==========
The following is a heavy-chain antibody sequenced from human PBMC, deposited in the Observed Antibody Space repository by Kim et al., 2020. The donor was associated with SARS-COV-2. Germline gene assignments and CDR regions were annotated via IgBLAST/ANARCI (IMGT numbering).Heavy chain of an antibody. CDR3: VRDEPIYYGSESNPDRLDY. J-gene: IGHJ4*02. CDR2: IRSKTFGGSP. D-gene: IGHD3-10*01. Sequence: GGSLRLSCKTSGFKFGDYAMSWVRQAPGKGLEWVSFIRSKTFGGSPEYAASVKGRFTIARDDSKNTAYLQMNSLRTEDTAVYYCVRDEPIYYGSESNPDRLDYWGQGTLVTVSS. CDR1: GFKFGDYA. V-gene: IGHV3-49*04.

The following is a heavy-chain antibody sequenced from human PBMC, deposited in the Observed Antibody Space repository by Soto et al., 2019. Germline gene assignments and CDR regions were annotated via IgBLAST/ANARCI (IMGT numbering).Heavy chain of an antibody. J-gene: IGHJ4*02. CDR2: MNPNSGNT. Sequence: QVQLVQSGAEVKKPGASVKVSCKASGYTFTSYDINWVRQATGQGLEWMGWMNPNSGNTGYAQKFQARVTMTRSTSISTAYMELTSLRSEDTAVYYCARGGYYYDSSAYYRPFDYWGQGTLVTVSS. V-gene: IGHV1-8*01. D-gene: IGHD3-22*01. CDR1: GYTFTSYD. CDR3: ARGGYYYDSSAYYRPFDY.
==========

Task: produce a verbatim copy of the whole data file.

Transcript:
The following is a heavy-chain antibody sequenced from human PBMC, deposited in the Observed Antibody Space repository by Kim et al., 2020. The donor was associated with SARS-COV-2. Germline gene assignments and CDR regions were annotated via IgBLAST/ANARCI (IMGT numbering).Heavy chain of an antibody. CDR3: VRDEPIYYGSESNPDRLDY. J-gene: IGHJ4*02. CDR2: IRSKTFGGSP. D-gene: IGHD3-10*01. Sequence: GGSLRLSCKTSGFKFGDYAMSWVRQAPGKGLEWVSFIRSKTFGGSPEYAASVKGRFTIARDDSKNTAYLQMNSLRTEDTAVYYCVRDEPIYYGSESNPDRLDYWGQGTLVTVSS. CDR1: GFKFGDYA. V-gene: IGHV3-49*04.

The following is a heavy-chain antibody sequenced from human PBMC, deposited in the Observed Antibody Space repository by Soto et al., 2019. Germline gene assignments and CDR regions were annotated via IgBLAST/ANARCI (IMGT numbering).Heavy chain of an antibody. J-gene: IGHJ4*02. CDR2: MNPNSGNT. Sequence: QVQLVQSGAEVKKPGASVKVSCKASGYTFTSYDINWVRQATGQGLEWMGWMNPNSGNTGYAQKFQARVTMTRSTSISTAYMELTSLRSEDTAVYYCARGGYYYDSSAYYRPFDYWGQGTLVTVSS. V-gene: IGHV1-8*01. D-gene: IGHD3-22*01. CDR1: GYTFTSYD. CDR3: ARGGYYYDSSAYYRPFDY.